Tonight's work

From: A Trackless Path 9

Ken: There's a section in which he's [Uchiyama] commenting on Dögen's instructions: 
"When all of these matters are taken care of then the officers meet and can set the menu for the next day and prepare tomorrow's gruel." 
Uchiyama's commentary goes something like this: 
When you are preparing tomorrow's oatmeal, you're not setting up a goal for tomorrow. Because you have no idea what is going to happen. In the night there could be an earthquake, fire, riots, whatever. So you actually have no idea whether that gruel is actually going to be served or not or anybody is going to eat it.

But you prepare tomorrow's gruel as tonight's work. You do what needs to be done, not with any aim for the future, but because it is tonight's work.

Because the human condition is: there's an order to life, there's structure and so forth, and it is subject to disruption at any time because of impermanence. The order you can view as the karma element, the disruption as the impermanence element.

And we live in this absolute paradox, which in traditional terms is, we're definitely going to die and we have no idea when.

Or in more everyday things, "Yes, I need to plan to do this, and yet I have no idea whether I will experience the results of my efforts."

This is quite different from clinging to an aim and the result and being aimless and having no result. You follow?

So, whether it's in family, or in our work, we think about what is necessary to take care, wife, family and so forth, or our responsibilities at work, but we do so, without any expectation of experiencing those results.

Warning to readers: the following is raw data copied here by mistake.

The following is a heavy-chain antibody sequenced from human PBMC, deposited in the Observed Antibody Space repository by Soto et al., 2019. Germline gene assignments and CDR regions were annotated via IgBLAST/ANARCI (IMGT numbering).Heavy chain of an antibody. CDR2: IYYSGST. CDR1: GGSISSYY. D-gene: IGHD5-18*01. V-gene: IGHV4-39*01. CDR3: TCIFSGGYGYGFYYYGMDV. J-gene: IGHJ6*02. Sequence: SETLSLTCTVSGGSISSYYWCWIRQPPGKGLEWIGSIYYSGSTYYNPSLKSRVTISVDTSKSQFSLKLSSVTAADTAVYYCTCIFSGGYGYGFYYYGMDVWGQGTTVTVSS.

And that becomes quite powerful. Because when we're not attached to the experience of those results, which most people, that's the direction most people go,
then we find we are much freer to see, what really needs to be done. If you see what I mean?!

OK, did this help? OK, Gary, could you have the mic?

Student: Not to be contrary, Ken, but one of your four points last night was about every action has a consequence?

Ken: Yes exactly, and that's why we have to plan and do things. Because if we don't, then, you know, you don't put money in your 401k, then, that has a consequence.

Student: But you are saying at the same time let go of your expectation and any results.

Ken: Yes, you put money in your 401k and you may never got to use it!

Student: So why worry about one's actions?

Ken: Because not doing an action is an action and it has its consequences.

If we don't care of the body, we get sick. If we are mean to people, we end up isolated and alone. If we steal from people, nobody will trust us.

Now, actions have consequences.